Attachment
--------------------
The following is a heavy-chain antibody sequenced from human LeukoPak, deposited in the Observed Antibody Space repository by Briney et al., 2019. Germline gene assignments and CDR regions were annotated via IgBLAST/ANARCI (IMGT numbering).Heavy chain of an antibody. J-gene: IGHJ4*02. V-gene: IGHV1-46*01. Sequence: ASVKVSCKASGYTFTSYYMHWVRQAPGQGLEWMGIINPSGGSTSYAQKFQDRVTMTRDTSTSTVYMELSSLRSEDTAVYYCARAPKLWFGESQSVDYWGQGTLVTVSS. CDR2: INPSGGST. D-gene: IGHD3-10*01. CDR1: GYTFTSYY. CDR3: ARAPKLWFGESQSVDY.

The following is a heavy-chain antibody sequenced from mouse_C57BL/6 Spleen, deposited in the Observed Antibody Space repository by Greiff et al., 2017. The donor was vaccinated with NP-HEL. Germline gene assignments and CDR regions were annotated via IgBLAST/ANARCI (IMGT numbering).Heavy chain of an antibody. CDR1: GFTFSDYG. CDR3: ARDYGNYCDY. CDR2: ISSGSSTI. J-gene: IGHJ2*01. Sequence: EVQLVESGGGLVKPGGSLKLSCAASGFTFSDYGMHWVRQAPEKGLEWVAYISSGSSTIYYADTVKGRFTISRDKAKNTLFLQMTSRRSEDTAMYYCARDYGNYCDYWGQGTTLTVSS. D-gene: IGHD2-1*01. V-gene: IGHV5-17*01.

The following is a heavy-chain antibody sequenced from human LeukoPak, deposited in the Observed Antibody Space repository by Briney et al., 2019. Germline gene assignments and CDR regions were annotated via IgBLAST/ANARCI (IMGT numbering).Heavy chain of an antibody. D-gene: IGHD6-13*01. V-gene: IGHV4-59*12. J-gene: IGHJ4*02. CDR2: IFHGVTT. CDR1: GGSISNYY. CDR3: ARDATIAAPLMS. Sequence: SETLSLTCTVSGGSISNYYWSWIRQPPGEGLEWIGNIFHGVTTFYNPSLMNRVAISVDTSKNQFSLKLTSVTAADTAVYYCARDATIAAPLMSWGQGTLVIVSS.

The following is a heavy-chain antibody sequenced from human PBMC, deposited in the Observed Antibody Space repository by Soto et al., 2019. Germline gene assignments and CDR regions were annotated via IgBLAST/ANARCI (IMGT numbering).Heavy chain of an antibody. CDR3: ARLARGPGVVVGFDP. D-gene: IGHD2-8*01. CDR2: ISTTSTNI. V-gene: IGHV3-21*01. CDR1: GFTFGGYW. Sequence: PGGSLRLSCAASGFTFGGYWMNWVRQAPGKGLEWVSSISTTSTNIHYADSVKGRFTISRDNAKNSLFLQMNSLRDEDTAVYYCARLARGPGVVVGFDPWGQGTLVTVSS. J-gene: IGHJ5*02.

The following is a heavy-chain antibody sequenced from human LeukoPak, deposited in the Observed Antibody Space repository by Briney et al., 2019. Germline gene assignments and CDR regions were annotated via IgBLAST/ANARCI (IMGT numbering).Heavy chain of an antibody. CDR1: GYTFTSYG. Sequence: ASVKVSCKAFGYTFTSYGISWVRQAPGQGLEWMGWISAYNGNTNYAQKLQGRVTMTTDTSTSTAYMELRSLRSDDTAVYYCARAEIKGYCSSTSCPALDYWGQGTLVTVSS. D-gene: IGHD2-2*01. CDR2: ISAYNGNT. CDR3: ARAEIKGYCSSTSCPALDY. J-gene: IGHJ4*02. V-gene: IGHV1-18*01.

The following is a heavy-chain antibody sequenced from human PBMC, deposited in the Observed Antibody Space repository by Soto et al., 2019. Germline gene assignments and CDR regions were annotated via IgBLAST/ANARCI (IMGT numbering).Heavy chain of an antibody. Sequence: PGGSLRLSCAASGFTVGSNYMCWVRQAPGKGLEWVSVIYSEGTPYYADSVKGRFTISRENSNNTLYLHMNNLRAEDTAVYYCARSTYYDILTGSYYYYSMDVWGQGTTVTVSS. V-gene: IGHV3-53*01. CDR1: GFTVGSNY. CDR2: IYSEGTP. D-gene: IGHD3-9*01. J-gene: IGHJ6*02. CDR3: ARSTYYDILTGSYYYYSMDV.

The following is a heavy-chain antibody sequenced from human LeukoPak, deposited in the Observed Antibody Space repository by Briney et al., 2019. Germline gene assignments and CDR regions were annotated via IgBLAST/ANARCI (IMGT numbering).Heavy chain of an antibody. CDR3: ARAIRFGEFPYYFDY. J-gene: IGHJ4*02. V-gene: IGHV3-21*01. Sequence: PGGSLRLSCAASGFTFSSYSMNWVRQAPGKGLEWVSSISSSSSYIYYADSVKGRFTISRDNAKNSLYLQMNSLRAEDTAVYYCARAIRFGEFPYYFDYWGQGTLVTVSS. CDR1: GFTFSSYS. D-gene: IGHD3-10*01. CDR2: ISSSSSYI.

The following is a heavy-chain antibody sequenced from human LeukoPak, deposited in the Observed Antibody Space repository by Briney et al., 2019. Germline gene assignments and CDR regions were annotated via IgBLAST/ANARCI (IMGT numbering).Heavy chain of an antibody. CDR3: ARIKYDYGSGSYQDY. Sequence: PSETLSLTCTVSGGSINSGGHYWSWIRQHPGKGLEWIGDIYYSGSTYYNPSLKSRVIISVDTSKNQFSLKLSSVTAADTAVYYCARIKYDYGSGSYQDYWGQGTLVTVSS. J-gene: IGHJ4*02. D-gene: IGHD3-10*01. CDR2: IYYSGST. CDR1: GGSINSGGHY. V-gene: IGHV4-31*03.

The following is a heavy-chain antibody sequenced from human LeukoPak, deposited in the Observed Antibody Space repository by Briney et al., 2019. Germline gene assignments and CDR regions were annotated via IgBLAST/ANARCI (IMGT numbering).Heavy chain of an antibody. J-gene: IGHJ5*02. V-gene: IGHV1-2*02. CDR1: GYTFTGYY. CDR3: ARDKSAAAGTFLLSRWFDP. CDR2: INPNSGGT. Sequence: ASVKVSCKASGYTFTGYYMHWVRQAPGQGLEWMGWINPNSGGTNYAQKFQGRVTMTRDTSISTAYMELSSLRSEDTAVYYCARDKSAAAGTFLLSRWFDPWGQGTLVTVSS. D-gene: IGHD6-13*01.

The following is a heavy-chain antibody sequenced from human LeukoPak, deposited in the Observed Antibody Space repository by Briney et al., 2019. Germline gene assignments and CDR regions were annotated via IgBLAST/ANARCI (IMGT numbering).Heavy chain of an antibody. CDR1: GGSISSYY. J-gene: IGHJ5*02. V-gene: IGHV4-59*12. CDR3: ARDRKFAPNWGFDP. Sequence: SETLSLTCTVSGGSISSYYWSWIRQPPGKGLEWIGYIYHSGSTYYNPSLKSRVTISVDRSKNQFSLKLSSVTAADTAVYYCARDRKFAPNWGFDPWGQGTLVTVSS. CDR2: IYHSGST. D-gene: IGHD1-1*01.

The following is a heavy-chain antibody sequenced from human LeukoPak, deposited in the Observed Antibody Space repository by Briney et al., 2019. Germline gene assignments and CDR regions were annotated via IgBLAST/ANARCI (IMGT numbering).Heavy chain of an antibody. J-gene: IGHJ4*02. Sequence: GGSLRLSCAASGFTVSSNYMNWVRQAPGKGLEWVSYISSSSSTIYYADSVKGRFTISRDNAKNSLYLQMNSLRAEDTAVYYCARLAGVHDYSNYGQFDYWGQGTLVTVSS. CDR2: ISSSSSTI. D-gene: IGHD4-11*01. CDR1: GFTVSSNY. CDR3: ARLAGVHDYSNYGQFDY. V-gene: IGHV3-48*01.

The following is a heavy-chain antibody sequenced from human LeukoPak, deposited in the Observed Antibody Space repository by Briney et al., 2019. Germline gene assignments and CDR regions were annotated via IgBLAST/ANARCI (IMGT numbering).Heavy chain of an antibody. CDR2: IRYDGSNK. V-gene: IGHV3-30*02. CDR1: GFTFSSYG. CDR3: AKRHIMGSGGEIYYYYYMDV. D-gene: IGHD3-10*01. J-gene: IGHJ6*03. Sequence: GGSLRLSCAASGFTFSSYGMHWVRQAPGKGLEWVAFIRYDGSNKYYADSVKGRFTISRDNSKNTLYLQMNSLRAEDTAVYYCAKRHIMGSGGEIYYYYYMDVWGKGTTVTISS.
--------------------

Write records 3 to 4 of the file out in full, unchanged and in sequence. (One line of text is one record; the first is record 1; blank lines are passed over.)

The following is a heavy-chain antibody sequenced from human LeukoPak, deposited in the Observed Antibody Space repository by Briney et al., 2019. Germline gene assignments and CDR regions were annotated via IgBLAST/ANARCI (IMGT numbering).Heavy chain of an antibody. D-gene: IGHD6-13*01. V-gene: IGHV4-59*12. J-gene: IGHJ4*02. CDR2: IFHGVTT. CDR1: GGSISNYY. CDR3: ARDATIAAPLMS. Sequence: SETLSLTCTVSGGSISNYYWSWIRQPPGEGLEWIGNIFHGVTTFYNPSLMNRVAISVDTSKNQFSLKLTSVTAADTAVYYCARDATIAAPLMSWGQGTLVIVSS.

The following is a heavy-chain antibody sequenced from human PBMC, deposited in the Observed Antibody Space repository by Soto et al., 2019. Germline gene assignments and CDR regions were annotated via IgBLAST/ANARCI (IMGT numbering).Heavy chain of an antibody. CDR3: ARLARGPGVVVGFDP. D-gene: IGHD2-8*01. CDR2: ISTTSTNI. V-gene: IGHV3-21*01. CDR1: GFTFGGYW. Sequence: PGGSLRLSCAASGFTFGGYWMNWVRQAPGKGLEWVSSISTTSTNIHYADSVKGRFTISRDNAKNSLFLQMNSLRDEDTAVYYCARLARGPGVVVGFDPWGQGTLVTVSS. J-gene: IGHJ5*02.